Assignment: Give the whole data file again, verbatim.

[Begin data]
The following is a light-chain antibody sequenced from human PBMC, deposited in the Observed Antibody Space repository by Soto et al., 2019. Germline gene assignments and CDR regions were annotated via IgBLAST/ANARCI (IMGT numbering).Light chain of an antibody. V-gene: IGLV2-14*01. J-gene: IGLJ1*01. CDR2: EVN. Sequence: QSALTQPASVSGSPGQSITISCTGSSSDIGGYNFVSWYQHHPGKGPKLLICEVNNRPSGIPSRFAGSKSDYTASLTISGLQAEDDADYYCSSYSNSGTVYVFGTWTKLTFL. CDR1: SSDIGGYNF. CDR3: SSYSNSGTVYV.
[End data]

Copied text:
The following is a light-chain antibody sequenced from human PBMC, deposited in the Observed Antibody Space repository by Soto et al., 2019. Germline gene assignments and CDR regions were annotated via IgBLAST/ANARCI (IMGT numbering).Light chain of an antibody. V-gene: IGLV2-14*01. J-gene: IGLJ1*01. CDR2: EVN. Sequence: QSALTQPASVSGSPGQSITISCTGSSSDIGGYNFVSWYQHHPGKGPKLLICEVNNRPSGIPSRFAGSKSDYTASLTISGLQAEDDADYYCSSYSNSGTVYVFGTWTKLTFL. CDR1: SSDIGGYNF. CDR3: SSYSNSGTVYV.